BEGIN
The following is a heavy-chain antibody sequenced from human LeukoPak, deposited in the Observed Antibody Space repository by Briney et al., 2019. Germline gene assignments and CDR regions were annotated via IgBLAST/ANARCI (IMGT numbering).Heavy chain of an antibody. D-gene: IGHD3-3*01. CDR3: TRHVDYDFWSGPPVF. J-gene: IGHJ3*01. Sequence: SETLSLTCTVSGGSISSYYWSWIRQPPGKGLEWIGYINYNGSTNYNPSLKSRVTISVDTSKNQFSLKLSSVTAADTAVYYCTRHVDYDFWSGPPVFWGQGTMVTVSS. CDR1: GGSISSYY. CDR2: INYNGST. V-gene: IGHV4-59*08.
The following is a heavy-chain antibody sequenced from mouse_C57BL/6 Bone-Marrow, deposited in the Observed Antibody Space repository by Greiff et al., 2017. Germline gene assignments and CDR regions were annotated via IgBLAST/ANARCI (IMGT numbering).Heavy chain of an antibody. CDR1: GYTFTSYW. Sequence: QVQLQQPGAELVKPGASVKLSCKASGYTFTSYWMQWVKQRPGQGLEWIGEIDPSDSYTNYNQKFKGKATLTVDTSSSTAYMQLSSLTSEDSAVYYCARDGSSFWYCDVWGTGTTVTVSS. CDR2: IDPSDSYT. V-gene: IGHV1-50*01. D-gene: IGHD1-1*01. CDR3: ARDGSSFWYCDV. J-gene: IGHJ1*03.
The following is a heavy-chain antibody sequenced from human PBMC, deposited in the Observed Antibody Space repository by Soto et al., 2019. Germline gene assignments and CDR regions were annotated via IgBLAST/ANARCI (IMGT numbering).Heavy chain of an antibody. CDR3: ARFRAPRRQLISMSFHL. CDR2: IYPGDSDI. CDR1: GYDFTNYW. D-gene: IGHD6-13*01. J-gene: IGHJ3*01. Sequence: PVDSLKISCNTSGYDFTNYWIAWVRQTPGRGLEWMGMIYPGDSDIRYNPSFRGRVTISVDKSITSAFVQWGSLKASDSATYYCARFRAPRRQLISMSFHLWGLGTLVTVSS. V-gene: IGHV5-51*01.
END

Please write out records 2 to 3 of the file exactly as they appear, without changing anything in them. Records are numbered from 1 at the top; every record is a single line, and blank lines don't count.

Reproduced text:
The following is a heavy-chain antibody sequenced from mouse_C57BL/6 Bone-Marrow, deposited in the Observed Antibody Space repository by Greiff et al., 2017. Germline gene assignments and CDR regions were annotated via IgBLAST/ANARCI (IMGT numbering).Heavy chain of an antibody. CDR1: GYTFTSYW. Sequence: QVQLQQPGAELVKPGASVKLSCKASGYTFTSYWMQWVKQRPGQGLEWIGEIDPSDSYTNYNQKFKGKATLTVDTSSSTAYMQLSSLTSEDSAVYYCARDGSSFWYCDVWGTGTTVTVSS. CDR2: IDPSDSYT. V-gene: IGHV1-50*01. D-gene: IGHD1-1*01. CDR3: ARDGSSFWYCDV. J-gene: IGHJ1*03.
The following is a heavy-chain antibody sequenced from human PBMC, deposited in the Observed Antibody Space repository by Soto et al., 2019. Germline gene assignments and CDR regions were annotated via IgBLAST/ANARCI (IMGT numbering).Heavy chain of an antibody. CDR3: ARFRAPRRQLISMSFHL. CDR2: IYPGDSDI. CDR1: GYDFTNYW. D-gene: IGHD6-13*01. J-gene: IGHJ3*01. Sequence: PVDSLKISCNTSGYDFTNYWIAWVRQTPGRGLEWMGMIYPGDSDIRYNPSFRGRVTISVDKSITSAFVQWGSLKASDSATYYCARFRAPRRQLISMSFHLWGLGTLVTVSS. V-gene: IGHV5-51*01.